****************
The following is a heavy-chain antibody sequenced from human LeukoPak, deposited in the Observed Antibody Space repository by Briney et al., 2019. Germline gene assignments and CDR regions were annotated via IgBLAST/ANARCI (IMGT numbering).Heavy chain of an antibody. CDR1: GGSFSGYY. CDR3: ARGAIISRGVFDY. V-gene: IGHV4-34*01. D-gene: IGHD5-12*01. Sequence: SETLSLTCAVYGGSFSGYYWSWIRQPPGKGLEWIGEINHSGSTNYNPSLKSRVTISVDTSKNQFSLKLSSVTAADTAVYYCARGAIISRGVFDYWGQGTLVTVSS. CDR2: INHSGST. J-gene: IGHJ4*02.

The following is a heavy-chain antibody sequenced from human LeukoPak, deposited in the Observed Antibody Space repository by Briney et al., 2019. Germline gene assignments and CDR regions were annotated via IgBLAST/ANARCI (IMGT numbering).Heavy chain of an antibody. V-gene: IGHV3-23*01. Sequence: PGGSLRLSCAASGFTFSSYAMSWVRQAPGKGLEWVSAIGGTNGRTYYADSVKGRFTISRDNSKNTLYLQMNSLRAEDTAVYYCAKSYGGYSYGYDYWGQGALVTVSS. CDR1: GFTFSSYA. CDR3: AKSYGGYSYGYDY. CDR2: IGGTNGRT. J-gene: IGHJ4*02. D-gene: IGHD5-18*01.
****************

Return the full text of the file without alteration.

The following is a heavy-chain antibody sequenced from human LeukoPak, deposited in the Observed Antibody Space repository by Briney et al., 2019. Germline gene assignments and CDR regions were annotated via IgBLAST/ANARCI (IMGT numbering).Heavy chain of an antibody. CDR1: GGSFSGYY. CDR3: ARGAIISRGVFDY. V-gene: IGHV4-34*01. D-gene: IGHD5-12*01. Sequence: SETLSLTCAVYGGSFSGYYWSWIRQPPGKGLEWIGEINHSGSTNYNPSLKSRVTISVDTSKNQFSLKLSSVTAADTAVYYCARGAIISRGVFDYWGQGTLVTVSS. CDR2: INHSGST. J-gene: IGHJ4*02.

The following is a heavy-chain antibody sequenced from human LeukoPak, deposited in the Observed Antibody Space repository by Briney et al., 2019. Germline gene assignments and CDR regions were annotated via IgBLAST/ANARCI (IMGT numbering).Heavy chain of an antibody. V-gene: IGHV3-23*01. Sequence: PGGSLRLSCAASGFTFSSYAMSWVRQAPGKGLEWVSAIGGTNGRTYYADSVKGRFTISRDNSKNTLYLQMNSLRAEDTAVYYCAKSYGGYSYGYDYWGQGALVTVSS. CDR1: GFTFSSYA. CDR3: AKSYGGYSYGYDY. CDR2: IGGTNGRT. J-gene: IGHJ4*02. D-gene: IGHD5-18*01.